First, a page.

Weak passwords creating false sense of cybersecurity: LastPass


Despite increased cybersecurity education in the face of growing cyberattacks, consumers continue to choose weak passwords which give them a false sense of security.

Regardless of generational differences across Boomers, Millennials and Gen Z, research reveals a false sense of password security across the board, according to LastPass’ Psychology of Passwords 2022 report.

While 65 per cent of respondents have undergone some form of cybersecurity education – whether it be through school, work, social media, books or online courses – the reality is that 62 per cent of them almost always or mostly use the same password, or variation of the same password.

While 89 per cent of respondents acknowledge that using the same password or variation is a risk, only 12 per cent actually use different passwords for different accounts. At the same time, 62 per cent always or mostly use the same password or a variation. 

Of those who received cybersecurity education, only 31 per cent of people stopped reusing passwords and only 25 per cent started using a password manager, according to the report. Compared to last year, people are now increasingly using variations of the same password, up to 41 per cent in 2022 from 36 per cent in 2021.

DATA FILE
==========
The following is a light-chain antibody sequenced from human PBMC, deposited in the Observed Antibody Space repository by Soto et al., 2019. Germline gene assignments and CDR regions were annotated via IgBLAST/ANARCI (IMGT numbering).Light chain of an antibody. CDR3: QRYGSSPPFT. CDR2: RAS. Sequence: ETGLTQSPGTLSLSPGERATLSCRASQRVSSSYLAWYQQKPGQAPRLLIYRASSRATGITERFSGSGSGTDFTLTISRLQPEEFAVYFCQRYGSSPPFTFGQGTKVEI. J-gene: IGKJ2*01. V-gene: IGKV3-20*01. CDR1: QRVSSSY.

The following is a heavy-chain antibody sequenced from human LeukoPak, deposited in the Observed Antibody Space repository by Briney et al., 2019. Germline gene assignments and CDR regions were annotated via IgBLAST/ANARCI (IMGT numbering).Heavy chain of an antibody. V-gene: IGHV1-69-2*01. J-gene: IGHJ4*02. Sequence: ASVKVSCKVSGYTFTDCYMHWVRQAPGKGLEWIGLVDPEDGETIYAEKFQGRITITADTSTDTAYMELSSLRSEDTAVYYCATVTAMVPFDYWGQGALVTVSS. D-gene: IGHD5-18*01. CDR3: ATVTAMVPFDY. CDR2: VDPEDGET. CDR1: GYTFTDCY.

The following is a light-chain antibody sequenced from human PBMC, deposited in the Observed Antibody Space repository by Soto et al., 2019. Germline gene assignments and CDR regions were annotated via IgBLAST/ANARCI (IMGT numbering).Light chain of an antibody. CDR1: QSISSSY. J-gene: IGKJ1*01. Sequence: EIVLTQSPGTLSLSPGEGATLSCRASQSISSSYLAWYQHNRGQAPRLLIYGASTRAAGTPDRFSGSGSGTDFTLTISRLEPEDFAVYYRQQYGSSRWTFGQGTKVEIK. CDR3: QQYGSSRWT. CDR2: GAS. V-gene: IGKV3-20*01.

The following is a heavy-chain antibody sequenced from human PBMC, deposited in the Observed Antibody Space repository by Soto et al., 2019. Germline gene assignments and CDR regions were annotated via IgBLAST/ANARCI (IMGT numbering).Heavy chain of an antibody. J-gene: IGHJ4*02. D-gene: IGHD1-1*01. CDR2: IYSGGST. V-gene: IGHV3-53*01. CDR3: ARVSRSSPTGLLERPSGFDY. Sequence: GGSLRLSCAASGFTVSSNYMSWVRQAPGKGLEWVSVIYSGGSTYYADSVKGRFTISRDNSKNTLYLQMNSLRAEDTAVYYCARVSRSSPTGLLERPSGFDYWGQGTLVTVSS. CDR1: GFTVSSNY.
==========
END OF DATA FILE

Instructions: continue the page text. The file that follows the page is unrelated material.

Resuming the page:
Gen Z is most confident when it comes to password management, while also being the biggest offenders when it comes to choosing weak passwords. They believe their password methods to be “very safe”, and are most likely to recognise that using the same or similar password for multiple accounts is a risk, but they still use a variation of a single password 69 per cent of the time.

“Our latest research showcases that even in the face of a pandemic, where we spent more time online amid rising cyberattacks, there continues to be a disconnect for people when it comes to protecting their digital lives,” says Christofer Hoff, Chief Secure Technology Officer for LastPass. 

“The reality is that even though nearly two-thirds of respondents have some form of cybersecurity education, it is not being put into practice for varying reasons. For both consumers and businesses, a password manager is a simple step to keep your accounts safe and secure.”

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